Sometimes when I am out driving around town, walking through a mall, I see just brief flashes; starts of ideas that are unique and interesting. I write these inspirations down, and they eventually become typefaces. Some of my typeface ideas have come from reading about how the dyslexic mind works, a sign seen from the wrong angle, and theories from art history.

Can you tell us the process you go through in designing a font?
Once I have the basic idea, from one of the “flashes” I mentioned above, I sketch out just a few characters. Through a process of abstraction, erasure and addition, I eventually have the forms I need to start developing the other characters. I set parameters, or rules for the design, (rounded forms, a specific tail, etc.) and go from there. I find that I like to keep the forms as simple as possible. You can even see this in my script face, Yevida.

You started out as DooleyType but just recently re-invented yourself as Insigne Design. Can you tell us what led you to make this decision?
As my typefaces have grown in popularity, I have tried to increase the quality of my offerings and work towards launching a full time operation. The change in name from DooleyType to Insigne is a way to signify this new, more intense focus. There is something for everyone at Insigne, but right now, I especially want freelancers and other self-employed design professionals to be able to use our unique, high quality typeface designs. As such, all of our faces are very affordable.

What happened to the font Jon Cary?
A casualty of the “reinvention” above. It just didn’t fit with where I wanted to go.

What typeface designs are you working on now? When can we expect to see them at MyFonts?
I have a list of ideas that I keep. I reorder them based on criteria like what the market is looking for, but primarily, I try to look for new challenges and break new ground. So far, my offerings include sans serifs, serifs, futuristic looking faces, grungy faces and a few scripts. I don’t like to do similar faces or ideas back to back – I want to work on new challenges, and return to ideas with new knowledge learned from those other projects.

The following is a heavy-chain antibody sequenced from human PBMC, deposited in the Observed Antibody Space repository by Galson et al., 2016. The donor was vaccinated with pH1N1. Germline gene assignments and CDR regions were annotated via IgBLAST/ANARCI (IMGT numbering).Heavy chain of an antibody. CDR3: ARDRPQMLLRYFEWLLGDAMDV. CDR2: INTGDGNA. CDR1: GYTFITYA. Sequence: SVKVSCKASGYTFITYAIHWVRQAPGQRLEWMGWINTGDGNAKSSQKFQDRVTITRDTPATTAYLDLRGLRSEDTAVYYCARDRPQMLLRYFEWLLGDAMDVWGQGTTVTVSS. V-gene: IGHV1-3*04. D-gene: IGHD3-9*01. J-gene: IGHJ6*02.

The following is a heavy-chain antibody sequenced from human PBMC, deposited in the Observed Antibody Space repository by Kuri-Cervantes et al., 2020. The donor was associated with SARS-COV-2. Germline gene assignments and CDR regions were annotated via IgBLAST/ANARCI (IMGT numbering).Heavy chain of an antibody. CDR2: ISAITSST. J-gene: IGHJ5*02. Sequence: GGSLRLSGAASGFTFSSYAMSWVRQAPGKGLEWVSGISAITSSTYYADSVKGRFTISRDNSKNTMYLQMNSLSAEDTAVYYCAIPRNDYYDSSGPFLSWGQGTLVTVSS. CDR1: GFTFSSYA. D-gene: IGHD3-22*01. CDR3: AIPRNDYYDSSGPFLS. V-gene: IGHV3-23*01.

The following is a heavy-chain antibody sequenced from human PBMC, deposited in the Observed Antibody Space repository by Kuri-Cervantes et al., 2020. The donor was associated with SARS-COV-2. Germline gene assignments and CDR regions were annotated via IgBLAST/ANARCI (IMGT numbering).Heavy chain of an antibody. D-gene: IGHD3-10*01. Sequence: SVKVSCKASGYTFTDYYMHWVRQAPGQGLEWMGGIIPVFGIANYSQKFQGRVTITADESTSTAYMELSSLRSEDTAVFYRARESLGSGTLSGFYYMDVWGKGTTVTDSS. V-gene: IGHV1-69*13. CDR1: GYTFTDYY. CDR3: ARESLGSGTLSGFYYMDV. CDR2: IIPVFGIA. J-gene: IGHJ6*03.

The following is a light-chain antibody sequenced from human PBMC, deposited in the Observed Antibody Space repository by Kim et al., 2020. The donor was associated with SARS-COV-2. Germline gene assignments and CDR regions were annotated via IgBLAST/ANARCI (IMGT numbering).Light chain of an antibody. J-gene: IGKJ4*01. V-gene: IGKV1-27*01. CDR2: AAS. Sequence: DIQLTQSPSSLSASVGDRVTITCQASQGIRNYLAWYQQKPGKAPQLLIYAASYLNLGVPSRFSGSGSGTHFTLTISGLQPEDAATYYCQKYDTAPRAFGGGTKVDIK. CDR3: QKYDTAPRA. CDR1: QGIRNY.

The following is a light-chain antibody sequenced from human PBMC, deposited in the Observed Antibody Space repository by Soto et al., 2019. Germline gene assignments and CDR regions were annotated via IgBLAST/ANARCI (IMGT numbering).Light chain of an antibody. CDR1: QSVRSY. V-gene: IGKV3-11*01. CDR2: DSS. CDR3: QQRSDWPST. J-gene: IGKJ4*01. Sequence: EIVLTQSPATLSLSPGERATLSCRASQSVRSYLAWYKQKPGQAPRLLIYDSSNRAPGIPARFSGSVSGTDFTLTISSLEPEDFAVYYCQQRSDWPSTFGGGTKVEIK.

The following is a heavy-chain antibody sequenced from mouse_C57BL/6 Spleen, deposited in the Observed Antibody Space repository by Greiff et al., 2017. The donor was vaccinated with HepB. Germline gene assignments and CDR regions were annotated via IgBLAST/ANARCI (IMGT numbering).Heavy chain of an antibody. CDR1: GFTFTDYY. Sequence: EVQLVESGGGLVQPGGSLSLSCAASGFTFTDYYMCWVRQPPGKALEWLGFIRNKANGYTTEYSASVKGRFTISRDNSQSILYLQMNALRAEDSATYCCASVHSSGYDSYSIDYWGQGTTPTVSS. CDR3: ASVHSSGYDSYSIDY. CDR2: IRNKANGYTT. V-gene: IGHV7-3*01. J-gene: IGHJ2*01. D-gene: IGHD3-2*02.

What’s your favorite typeface, and why?
Ever since the poster project I mentioned earlier, I have been a huge fan of Adrian Frutiger. Of his typefaces, I like Frutiger the best, but am also a fan of Meridien and Vectora.

What font do you never, ever want to see used again?
Well, there are many overused (but still amazing) fonts that I was going to pick on, but I guess I will have to jump on the bandwagon and go with Arial. Arial has few redeeming qualities and it’s an easy target.

Do you work full-time as a font designer?
On December 5th I will be leaving my job in a medical laboratory to design typefaces full time. Expect more high quality designs from Insigne, and a lot more of them than in the past.

Thanks, Jeremy! We look forward to seeing your new typeface designs soon!

Album
Find, try, buy Jeremy’s fonts


Focus on Design Trends: Holiday Fonts

This month you can view our Design Trends piece on our MyFonts blog. This month we look at holiday typefaces, in particular script designs, picture fonts, and decorative initials. Here is a sample of the fonts from this blog entry:

Fete Snowmany Snowmen Contempo Elan Flat10 Holly LTC Holiday Ornaments Venice Initials

Blog
Blog for this month’s Design Trends

Follow-Up

Last month we featured TheNautiGal as one of our four Rising Stars. Currently #2 on the MyFonts Best Sellers list, TheNautiGal is a contemporary script style, fashionable yet formal with beautiful connectors. It’s great for both casual use and sophisticated projects!

TheNautiGal


TheNautiGal

A contemporary script style, TheNautiGal is sexy and sophisticated

If you like this font from TypeSETit, be sure to check out these other popular releases:

Kings
Holiday Font
Qwigley
Kings
Holiday Font
Qwigley

Album
Find, try, buy this month’s Follow-Up fonts


Have Your Say
“...not only do you carry beautiful typefaces, make it easy to browse and see what my copy will look like in a certain face, you make it so easy to install on my machine and start working right away.... and I don’t know that much about what to do if something goes awry when I’m downloading things. I was wonderfully shocked by the ease! Thanks, I’ll be back to order more!”
— Linda from Boston, November 7th 2006

Click here to see comments from others and to add your own. We’re always interested in your opinion.


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Fonts used in this newsletter include: Hopeless Heart, LTC Jacobean Initials, Laramie Pro, Silk Script, Joanne Script, Aquiline, Majidah, Yevida, Qurillian, Blue Goblet, TheNautiGal, Kings, Holiday, and Qwigley.

Albums: Four Rising Stars, Know Your Type Designer, Follow-Up

Blog: This month’s Design Trends

MyFonts and MyFonts.com are registered service marks and Rising Stars, Starlets, and WhatTheFont are service marks of MyFonts.com, Inc. Other technologies, font names, and brand names are used for information only and remain trademarks or registered trademarks of their respective companies.